The Ministry of Aliyah and Immigrant Absorption has begun the process of privatizing of some of the Hebrew schools (ulpan) services it offers new olim, a move that raised concern among teachers working at the schools who fear they might lose their jobs.
According to the ministry, the existing Hebrew schools are not the ones being privatized; instead the ministry is outsourcing some of its services because of the expected increase of new immigrants to Israel in light of rising anti-Semitism in Europe and the war in Ukraine.
A month and a half ago, the government decided to use outsourcing in Hebrew schools. New immigrants could now choose to either learn Hebrew in a private ulpan using vouchers from the state or at one of the already existing state-funded ulpans.
Some 500 teachers are employed by the Education Ministry at some 50 state-funded Hebrew schools. The schools have been in operation since the establishment of the state and have helped millions of new immigrants learn the Hebrew language.
Galit, who has been teaching Hebrew at the ulpan for the past 26 years, was outraged by the move.
"The system is the same: First they dry out the ulpans, saying they don't deliver, and the next phase will be to privatize and fire," Galit told Ynet.
"I don't understand why the State of Israel needs to privatize such an important and fundamental service. This will be an endless tragedy that cannot be fixed. Why break something that has already been fixed?" Galit went on to say.
She explained that the teachers would not be the only ones to suffer from the move. "The first to suffer would be the new immigrants, because a private company is primarily concerned with the profits, so the studies will definitely suffer," Galit asserted.
"We have schools all over the country and have been teaching for decades out of passion and Zionism. This is a first-rate Zionist enterprise. It's not just about learning a language, this is the first home the olim have in Israel - (they go on) trips, they learn about the holidays and they get to know Israeli society," she added.
A letter sent by some of the teachers to their colleagues said: "What does it mean for us? It's very simple - privatization. It might be done through the back door, without calling it like it is, but that's exactly the agenda the Immigration Absorption Ministry has been presenting for years, alongside the regular smearing done of the achievements of the ulpans."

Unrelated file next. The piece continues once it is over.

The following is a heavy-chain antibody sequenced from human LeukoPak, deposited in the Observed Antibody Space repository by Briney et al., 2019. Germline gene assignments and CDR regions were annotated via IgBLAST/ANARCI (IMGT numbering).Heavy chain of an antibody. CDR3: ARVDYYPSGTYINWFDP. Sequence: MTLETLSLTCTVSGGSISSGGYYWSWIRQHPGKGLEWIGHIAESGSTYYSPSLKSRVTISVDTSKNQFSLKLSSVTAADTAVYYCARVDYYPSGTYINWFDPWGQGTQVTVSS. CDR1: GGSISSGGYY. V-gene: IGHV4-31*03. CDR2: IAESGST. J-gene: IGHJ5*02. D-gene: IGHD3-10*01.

The teachers went on to say that they considered this a concerning move that could endanger their livelihood. They denounced the fact the move was decided on shortly before the elections, while there was no minister in the Education Ministry and therefore the teachers were not represented.
"Not to mention the fact that for years, Hebrew schools had to cut back and decrease their operations over claims aliyah has been declining," the teachers wrote. "There's no money, but when aliyah is expected to increase, wonder of wonders, they found a budget and now it'll go to private hands via the Immigration Absorption Ministry."
The Immigration Absorption Ministry said in response: "Claims that the Hebrew schools are being privatized are baseless. The Hebrew schools' format remains as it is, without any changes (unless the Education Ministry decides otherwise).
"The Aliyah and Immigration Absorption Ministry is tasked with finding additional solutions to instilling the Hebrew language in new immigrants, while the nature of immigration has changed over the years. There is now a need to offer the option to study Hebrew during leisure time. The immigrant will still have the option to study at the ulpans, as they have had until now."
The ministry stressed that "the teachers are employed by the Education Ministry. Beyond that, nothing has changed besides providing immigrants who can't study at a regular weekly format with another option."